LOS ANGELES (February 10, 2012)-- Launching today during GRAMMY® Week, RealSing.org is intended to give music fans and music makers an organic new standard of reference from which to measure vocal prowess, interpretation and mastery. RealSing.org and its RealSing Advisory Collective provide credible certification as to the authenticity of a singer’s vocal performance on audio recordings, broadcast media, tours and telecasts. As Real Sing certifies more and more talented vocalists, the listening public will be empowered with a rich counterpoint to a sea of homogenized, Auto-Tuned vocal sound-alikes. The RealSing Collective is comprised of singers, songwriters, producers and engineers, as well as a growing number of industry organizations who want to elevate real singers by officially certifying that their recordings do not use pitch correction or Auto Tune technology. The Collective includes Tommy Lipuma, multi-GRAMMY® winning Producer/Arranger; Ginny Mancini, Chairwoman of Society of Singers; Phil Ramone, 15-time GRAMMY® Winning Producer/Engineer/Technologist; Wendy Moten, Singer; Rudy Perez, Singer/Songwriter/Producer; Al Schmitt, 17-time GRAMMY® -winning engineer; Society of Singers; Aspen’s Wheeler Opera House; the Brooklyn Opera and more. Many recording artists who are in the headlines today also believe it is time to put the spotlight back on authentic vocal talent. Go to REALSING.ORG for quotes from artists, information on all Collective Members to date, and the step-by-step authentication process.
“Vocal pitch manipulating software strips away the nuances, tonal variations, distinctive twists, turns and artistic interpretation that define a true vocalist,” said Ron Roecker, RealSing spokesperson. “Had Auto-Tune been around when Patsy Cline was recording, we may never have known her rich, buttery slide or the unique stylings of Bob Dylan, Etta James, Michael Jackson, Tom Waits or Patti LaBelle. This year, legends Sir Paul McCartney, Bruce Springsteen, Barbra Streisand and Tony Bennett are all GRAMMY® Nominees … we should be thankful that Auto-tune wasn’t around as they built their vocal legacies. But who will our children cite as their generation’s vocal legends, especially if we don’t take action now?”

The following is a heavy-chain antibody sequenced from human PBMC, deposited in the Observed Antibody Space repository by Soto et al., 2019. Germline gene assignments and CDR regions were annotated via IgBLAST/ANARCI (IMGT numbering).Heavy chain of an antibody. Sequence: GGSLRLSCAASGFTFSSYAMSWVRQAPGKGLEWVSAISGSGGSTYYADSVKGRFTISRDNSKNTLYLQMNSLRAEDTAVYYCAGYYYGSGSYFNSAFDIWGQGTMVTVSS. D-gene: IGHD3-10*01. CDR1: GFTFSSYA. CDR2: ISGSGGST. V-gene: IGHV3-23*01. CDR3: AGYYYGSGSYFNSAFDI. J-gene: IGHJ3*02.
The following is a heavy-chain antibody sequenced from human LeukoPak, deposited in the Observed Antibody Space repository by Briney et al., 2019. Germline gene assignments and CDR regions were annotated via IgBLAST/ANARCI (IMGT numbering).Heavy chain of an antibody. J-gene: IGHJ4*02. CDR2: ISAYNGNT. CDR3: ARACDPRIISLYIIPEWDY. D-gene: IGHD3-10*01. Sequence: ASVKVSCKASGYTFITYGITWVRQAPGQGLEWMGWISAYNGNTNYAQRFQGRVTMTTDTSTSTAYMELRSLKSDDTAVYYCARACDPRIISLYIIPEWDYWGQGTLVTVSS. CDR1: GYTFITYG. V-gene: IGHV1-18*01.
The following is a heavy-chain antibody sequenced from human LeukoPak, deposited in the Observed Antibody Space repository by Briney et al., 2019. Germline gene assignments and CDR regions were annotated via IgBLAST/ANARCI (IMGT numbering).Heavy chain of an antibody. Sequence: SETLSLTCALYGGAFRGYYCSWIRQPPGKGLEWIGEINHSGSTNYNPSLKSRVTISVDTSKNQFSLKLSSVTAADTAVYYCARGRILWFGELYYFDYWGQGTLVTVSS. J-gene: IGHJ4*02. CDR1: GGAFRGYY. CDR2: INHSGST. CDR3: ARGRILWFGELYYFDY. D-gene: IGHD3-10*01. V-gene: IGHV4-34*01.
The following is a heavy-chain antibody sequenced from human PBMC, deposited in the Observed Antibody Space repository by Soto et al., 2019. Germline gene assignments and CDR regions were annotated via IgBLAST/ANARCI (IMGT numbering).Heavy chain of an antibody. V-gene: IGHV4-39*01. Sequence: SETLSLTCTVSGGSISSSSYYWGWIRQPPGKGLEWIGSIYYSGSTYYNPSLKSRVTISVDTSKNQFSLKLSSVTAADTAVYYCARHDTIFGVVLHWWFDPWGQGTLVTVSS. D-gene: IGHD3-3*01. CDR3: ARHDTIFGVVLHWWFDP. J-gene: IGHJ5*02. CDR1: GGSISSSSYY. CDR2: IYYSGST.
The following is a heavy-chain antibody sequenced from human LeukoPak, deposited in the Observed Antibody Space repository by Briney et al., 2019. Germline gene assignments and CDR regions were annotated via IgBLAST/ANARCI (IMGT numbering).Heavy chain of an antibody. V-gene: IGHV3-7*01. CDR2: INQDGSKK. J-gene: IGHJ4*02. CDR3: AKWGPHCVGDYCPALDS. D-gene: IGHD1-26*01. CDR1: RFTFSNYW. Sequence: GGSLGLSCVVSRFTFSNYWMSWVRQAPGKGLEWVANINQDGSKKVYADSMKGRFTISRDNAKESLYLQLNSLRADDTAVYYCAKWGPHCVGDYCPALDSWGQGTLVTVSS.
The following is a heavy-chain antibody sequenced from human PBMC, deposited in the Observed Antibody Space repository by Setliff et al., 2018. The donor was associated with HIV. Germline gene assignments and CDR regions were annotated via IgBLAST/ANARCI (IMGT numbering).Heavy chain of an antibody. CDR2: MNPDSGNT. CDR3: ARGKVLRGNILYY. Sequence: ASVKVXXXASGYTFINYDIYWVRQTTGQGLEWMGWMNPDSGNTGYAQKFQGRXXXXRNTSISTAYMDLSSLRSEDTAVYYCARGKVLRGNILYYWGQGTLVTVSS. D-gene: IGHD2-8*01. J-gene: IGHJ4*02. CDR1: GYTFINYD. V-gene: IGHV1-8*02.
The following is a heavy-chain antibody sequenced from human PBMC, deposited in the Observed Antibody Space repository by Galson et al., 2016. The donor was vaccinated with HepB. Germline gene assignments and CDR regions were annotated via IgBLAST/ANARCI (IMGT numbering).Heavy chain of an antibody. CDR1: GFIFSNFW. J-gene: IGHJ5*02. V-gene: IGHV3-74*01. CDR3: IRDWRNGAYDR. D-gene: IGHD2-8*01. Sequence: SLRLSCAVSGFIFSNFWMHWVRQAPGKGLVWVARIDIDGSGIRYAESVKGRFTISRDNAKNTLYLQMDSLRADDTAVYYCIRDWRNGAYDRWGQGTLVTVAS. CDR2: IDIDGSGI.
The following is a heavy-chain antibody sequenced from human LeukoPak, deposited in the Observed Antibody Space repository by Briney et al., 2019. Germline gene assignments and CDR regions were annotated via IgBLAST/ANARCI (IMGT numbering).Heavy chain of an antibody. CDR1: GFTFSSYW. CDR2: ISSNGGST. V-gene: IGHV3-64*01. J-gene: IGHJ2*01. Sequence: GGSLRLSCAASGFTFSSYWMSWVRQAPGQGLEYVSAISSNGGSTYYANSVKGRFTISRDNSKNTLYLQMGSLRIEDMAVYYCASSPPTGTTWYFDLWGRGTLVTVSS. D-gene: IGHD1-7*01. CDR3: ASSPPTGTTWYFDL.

In 1990, Milli Vanilli performed their international smash “Girl You Know It’s True” during the worldwide telecast of the 32nd Annual GRAMMY® Awards. Their peers – singers, songwriters, engineers, producers and performers – honored the duo with that year’s Best New Artist GRAMMY®. Following the telecast and under great media, industry and fan scrutiny, The Recording Academy® revoked the duo's Best New Artist Award after they admitted to lip-syncing on the show and on the record. It was -- and remains-- the first time a GRAMMY® has ever been taken back from a winner in the 54-year history of the Awards. The Academy's response set a precedent that in order to win the highest honor in the industry, vocals that are recorded and submitted for GRAMMY consideration had to be – at the very least -- authentic. With any music awards show and any vocal category, it seems fair to say that in order to qualify for consideration the track has to be authentic. As we look to Sunday’s telecast, Real Sing hopes that standard is still being evaluated, monitored and authenticated, and we wish all of the nominees, presenters and performers the best of luck.
"At a time when live concerts, touring and televised performances are becoming more important than ever for bands and artists,” added Roecker. “The artists who deliver a pure live vocal performance with no lip-synching, pre-taping or pitch correction deserve to be acknowledged. As these artists are elevated, the fans become empowered; collectively we raise the bar back where it needs to be because no one wants “status quo” to be the highest bar that any of us cares to reach. That’s the real motivation behind RealSing.org.”
Many contend that pitch correction is akin to athletes taking steroids; even the most beloved athlete becomes viewed as little more than a cheat and fraud once we discover that he/she used performance enhancing substances. Singers are no different, and without a means to authenticate pure vocal performances, music fans are beginning to believe that everyone is either pitch -corrected or pitch-perfect. Neither is true.
Members of the RealSing Collective understand that Auto-Tune and pitch correction have their place in modern music. However, when a performer claims that his/her recordings are pure and free of technological manipulation when indeed they are not, then there needs to be a way for consumers to verify what is real and what is not.